Sunday, January 10, 2010

Valley Forge Corporate Center is getting a facelift

This is very much overdue to make VFCC & Lower Providence competitive again.

"A Montgomery County township is a step closer to revitalizing an aging business park.

Lower Providence hopes to bring new life to the 300-acre Valley Forge Corporate Center, enticing developers to add retail, restaurants and possibly apartments or condominiums.

Last month, it received zoning approval for the changes that would open the door to retail and other uses, and now the township is moving aggressively to invite developers in.

“The feedback we were getting from businesses was that there were no amenities. It’s a real ’60s-style business park,” said Township Manager Joseph Dunbar, adding that businesses there want transportation, casual dining restaurants, recreation, energy efficient buildings and walking trails.

The business park was developed in the late 1960s. At its peak, in 1982, it had 4,341 employees. Today, there are about 3,220, said Project Manager Bill Roth. About 43 percent of the park’s space is vacant, though that figure was more than 50 percent in 2004. There are more than 40 individual building owners within the compound.

About 775 jobs have been lost in recent years, including cuts at Lockheed Martin, bearing maker SKF Group and United Kingdom-based Almac Group, which has a clinical-services site here.

Municipal officials describe the business park as a hybrid of dated industrial warehouses and aging office buildings with a sprinkling of modern facilities.

“In its heyday, it was an industrial park,” Dunbar said.

At that time, the site was bustling with plants run by Hewlett-Packard, General Electric and Allen-Bradley (now a division of Rockwell Automation Solution), a maker of industrial equipment. Volkswagen had a parts distribution facility.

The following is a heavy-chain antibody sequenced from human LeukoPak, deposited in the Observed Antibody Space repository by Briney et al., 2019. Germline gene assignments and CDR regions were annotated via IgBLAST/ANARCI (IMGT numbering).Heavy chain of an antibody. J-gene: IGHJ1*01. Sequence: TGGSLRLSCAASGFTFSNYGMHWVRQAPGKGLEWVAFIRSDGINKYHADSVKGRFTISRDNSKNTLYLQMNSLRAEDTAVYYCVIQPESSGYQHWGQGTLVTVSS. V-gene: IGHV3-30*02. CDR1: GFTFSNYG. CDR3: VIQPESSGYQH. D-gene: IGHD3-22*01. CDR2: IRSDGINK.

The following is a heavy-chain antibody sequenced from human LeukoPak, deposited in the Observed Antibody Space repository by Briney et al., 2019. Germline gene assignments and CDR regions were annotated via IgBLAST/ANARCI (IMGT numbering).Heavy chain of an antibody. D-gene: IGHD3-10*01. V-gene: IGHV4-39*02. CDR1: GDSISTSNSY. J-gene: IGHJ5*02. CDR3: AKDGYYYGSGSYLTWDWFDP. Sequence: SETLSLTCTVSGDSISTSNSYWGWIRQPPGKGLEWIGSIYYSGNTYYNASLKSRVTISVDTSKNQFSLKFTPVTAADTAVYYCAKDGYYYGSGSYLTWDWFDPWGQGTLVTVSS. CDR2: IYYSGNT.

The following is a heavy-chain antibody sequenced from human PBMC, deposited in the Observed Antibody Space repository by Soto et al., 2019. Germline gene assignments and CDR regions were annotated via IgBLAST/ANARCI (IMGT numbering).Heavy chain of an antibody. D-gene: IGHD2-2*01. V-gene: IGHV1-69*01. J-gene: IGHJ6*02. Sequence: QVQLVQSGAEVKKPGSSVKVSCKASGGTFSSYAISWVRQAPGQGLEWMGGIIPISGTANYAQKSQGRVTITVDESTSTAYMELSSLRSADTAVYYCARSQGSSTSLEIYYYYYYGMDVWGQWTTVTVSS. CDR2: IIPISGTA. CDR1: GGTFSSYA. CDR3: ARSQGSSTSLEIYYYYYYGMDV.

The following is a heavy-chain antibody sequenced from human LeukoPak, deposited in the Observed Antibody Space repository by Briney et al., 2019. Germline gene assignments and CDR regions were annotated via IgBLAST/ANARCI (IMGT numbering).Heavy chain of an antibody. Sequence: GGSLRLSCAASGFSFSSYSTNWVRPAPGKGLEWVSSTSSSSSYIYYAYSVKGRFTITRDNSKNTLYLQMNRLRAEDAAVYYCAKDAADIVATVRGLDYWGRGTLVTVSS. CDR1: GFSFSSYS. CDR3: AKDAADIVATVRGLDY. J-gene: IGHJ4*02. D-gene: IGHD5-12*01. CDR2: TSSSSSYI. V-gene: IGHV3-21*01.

In 2007, the township started the process of reinventing the industrial center and creating a master plan for growth. It hired a landscape architect, urban planner and engineer to work with township officials, property owners and tenants. Its goals were simple: create and retain jobs, fill buildings and increase property values.

Lower Providence Township, 17 miles west of Philadelphia, includes the villages of Audubon, Collegeville, Trooper, Eagleville, Yerkes and Evansburg.

To date, the township has invested $144,000 on the master plan study, $620,000 for infrastructure improvements and $120,000 for the plan implementation.

Marie Altieri, a member of the board of supervisors, described the 300-acre business park as “a lifeline.”

“We look at this as the future; it’s revenue generating. Lower Providence Township is built out. This business park had been ignored for many, many years. The vision of the board is to revitalize it and create long-term revenue. That’s been our focus for three years,” Altieri said.

Officials are rolling out the welcome mat for pharmaceutical, biotechnology, financial services, medical uses and data companies.

Access to the site could improve with a new interchange planned for Route 422. But construction on the $15.6 million interchange is expected to start next year, and its impact likely won’t be felt for a few years.

With development money in the deep freeze and the recession still fresh on people’s minds, redevelopment will be a long-term effort, officials said. Several developers have expressed interest in the parcel, though to date no one has stepped forward.

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